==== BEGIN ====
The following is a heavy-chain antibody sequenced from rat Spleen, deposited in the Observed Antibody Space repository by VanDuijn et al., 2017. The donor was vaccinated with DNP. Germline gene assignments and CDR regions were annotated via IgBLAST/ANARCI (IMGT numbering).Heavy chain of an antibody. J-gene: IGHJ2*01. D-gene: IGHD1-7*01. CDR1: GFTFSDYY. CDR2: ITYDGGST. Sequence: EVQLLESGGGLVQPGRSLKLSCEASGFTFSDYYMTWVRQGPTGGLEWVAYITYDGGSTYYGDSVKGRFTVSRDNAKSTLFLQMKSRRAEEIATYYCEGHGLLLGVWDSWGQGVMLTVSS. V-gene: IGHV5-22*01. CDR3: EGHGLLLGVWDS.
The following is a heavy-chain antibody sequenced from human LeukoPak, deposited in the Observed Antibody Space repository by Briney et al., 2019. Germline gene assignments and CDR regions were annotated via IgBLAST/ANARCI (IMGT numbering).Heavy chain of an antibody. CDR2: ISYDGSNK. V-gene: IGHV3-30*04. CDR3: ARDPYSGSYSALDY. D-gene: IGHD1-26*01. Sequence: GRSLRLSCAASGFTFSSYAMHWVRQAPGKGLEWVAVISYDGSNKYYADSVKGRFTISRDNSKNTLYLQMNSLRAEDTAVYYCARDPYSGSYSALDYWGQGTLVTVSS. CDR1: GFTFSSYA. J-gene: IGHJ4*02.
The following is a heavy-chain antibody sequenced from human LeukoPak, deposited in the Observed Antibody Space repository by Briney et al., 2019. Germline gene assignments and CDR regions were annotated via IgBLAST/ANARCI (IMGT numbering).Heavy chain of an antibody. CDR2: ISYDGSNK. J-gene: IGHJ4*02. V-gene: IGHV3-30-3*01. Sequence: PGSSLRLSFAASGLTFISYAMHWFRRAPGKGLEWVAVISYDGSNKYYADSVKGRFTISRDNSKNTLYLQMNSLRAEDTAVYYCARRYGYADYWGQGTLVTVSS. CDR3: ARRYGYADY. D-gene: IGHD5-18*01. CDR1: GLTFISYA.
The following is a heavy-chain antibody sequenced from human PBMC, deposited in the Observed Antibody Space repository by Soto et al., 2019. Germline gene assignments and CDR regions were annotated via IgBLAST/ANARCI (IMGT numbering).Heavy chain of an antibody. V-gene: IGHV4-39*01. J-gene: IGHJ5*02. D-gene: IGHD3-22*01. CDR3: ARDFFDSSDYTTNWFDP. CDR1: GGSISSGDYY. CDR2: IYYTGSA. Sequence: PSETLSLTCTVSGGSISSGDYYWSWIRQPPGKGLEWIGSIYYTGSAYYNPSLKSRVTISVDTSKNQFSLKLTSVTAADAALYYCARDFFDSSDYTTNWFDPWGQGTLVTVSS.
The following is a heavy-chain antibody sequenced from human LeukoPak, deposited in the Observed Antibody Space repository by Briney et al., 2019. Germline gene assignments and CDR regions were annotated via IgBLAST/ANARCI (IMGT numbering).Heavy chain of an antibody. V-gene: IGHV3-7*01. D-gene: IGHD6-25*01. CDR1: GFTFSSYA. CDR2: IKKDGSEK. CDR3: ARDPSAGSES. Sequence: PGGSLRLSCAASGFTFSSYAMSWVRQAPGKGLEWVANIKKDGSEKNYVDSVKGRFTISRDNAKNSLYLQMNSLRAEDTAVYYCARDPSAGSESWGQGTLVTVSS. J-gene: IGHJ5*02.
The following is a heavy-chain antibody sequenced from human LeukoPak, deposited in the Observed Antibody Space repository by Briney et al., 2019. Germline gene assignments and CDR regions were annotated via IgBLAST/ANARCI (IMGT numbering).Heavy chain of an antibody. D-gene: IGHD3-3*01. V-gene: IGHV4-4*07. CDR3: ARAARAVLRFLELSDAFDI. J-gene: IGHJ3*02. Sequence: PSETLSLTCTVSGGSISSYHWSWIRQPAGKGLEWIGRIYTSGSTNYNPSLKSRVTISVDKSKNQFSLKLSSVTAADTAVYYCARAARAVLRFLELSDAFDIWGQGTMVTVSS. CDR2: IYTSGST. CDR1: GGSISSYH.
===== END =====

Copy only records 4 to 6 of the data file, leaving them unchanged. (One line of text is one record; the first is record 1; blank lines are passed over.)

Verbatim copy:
The following is a heavy-chain antibody sequenced from human PBMC, deposited in the Observed Antibody Space repository by Soto et al., 2019. Germline gene assignments and CDR regions were annotated via IgBLAST/ANARCI (IMGT numbering).Heavy chain of an antibody. V-gene: IGHV4-39*01. J-gene: IGHJ5*02. D-gene: IGHD3-22*01. CDR3: ARDFFDSSDYTTNWFDP. CDR1: GGSISSGDYY. CDR2: IYYTGSA. Sequence: PSETLSLTCTVSGGSISSGDYYWSWIRQPPGKGLEWIGSIYYTGSAYYNPSLKSRVTISVDTSKNQFSLKLTSVTAADAALYYCARDFFDSSDYTTNWFDPWGQGTLVTVSS.
The following is a heavy-chain antibody sequenced from human LeukoPak, deposited in the Observed Antibody Space repository by Briney et al., 2019. Germline gene assignments and CDR regions were annotated via IgBLAST/ANARCI (IMGT numbering).Heavy chain of an antibody. V-gene: IGHV3-7*01. D-gene: IGHD6-25*01. CDR1: GFTFSSYA. CDR2: IKKDGSEK. CDR3: ARDPSAGSES. Sequence: PGGSLRLSCAASGFTFSSYAMSWVRQAPGKGLEWVANIKKDGSEKNYVDSVKGRFTISRDNAKNSLYLQMNSLRAEDTAVYYCARDPSAGSESWGQGTLVTVSS. J-gene: IGHJ5*02.
The following is a heavy-chain antibody sequenced from human LeukoPak, deposited in the Observed Antibody Space repository by Briney et al., 2019. Germline gene assignments and CDR regions were annotated via IgBLAST/ANARCI (IMGT numbering).Heavy chain of an antibody. D-gene: IGHD3-3*01. V-gene: IGHV4-4*07. CDR3: ARAARAVLRFLELSDAFDI. J-gene: IGHJ3*02. Sequence: PSETLSLTCTVSGGSISSYHWSWIRQPAGKGLEWIGRIYTSGSTNYNPSLKSRVTISVDKSKNQFSLKLSSVTAADTAVYYCARAARAVLRFLELSDAFDIWGQGTMVTVSS. CDR2: IYTSGST. CDR1: GGSISSYH.